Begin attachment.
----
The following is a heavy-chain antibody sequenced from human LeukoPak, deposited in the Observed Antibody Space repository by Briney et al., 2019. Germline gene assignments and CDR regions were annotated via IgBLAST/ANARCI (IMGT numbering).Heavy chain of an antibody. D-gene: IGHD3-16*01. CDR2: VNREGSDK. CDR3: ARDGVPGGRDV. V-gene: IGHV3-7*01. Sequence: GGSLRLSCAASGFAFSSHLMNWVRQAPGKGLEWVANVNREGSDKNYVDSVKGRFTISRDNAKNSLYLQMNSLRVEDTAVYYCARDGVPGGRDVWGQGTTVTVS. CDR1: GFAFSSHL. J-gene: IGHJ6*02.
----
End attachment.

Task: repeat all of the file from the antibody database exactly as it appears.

The following is a heavy-chain antibody sequenced from human LeukoPak, deposited in the Observed Antibody Space repository by Briney et al., 2019. Germline gene assignments and CDR regions were annotated via IgBLAST/ANARCI (IMGT numbering).Heavy chain of an antibody. D-gene: IGHD3-16*01. CDR2: VNREGSDK. CDR3: ARDGVPGGRDV. V-gene: IGHV3-7*01. Sequence: GGSLRLSCAASGFAFSSHLMNWVRQAPGKGLEWVANVNREGSDKNYVDSVKGRFTISRDNAKNSLYLQMNSLRVEDTAVYYCARDGVPGGRDVWGQGTTVTVS. CDR1: GFAFSSHL. J-gene: IGHJ6*02.